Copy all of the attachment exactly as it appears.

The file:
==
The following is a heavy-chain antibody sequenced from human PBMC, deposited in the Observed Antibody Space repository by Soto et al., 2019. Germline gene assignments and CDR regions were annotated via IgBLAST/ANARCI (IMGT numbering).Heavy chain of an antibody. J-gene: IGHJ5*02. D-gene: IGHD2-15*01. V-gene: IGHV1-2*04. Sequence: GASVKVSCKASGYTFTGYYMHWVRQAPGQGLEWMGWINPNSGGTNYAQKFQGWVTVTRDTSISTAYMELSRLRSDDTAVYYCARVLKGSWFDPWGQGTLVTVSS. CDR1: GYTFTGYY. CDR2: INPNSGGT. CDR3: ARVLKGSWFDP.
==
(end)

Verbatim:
The following is a heavy-chain antibody sequenced from human PBMC, deposited in the Observed Antibody Space repository by Soto et al., 2019. Germline gene assignments and CDR regions were annotated via IgBLAST/ANARCI (IMGT numbering).Heavy chain of an antibody. J-gene: IGHJ5*02. D-gene: IGHD2-15*01. V-gene: IGHV1-2*04. Sequence: GASVKVSCKASGYTFTGYYMHWVRQAPGQGLEWMGWINPNSGGTNYAQKFQGWVTVTRDTSISTAYMELSRLRSDDTAVYYCARVLKGSWFDPWGQGTLVTVSS. CDR1: GYTFTGYY. CDR2: INPNSGGT. CDR3: ARVLKGSWFDP.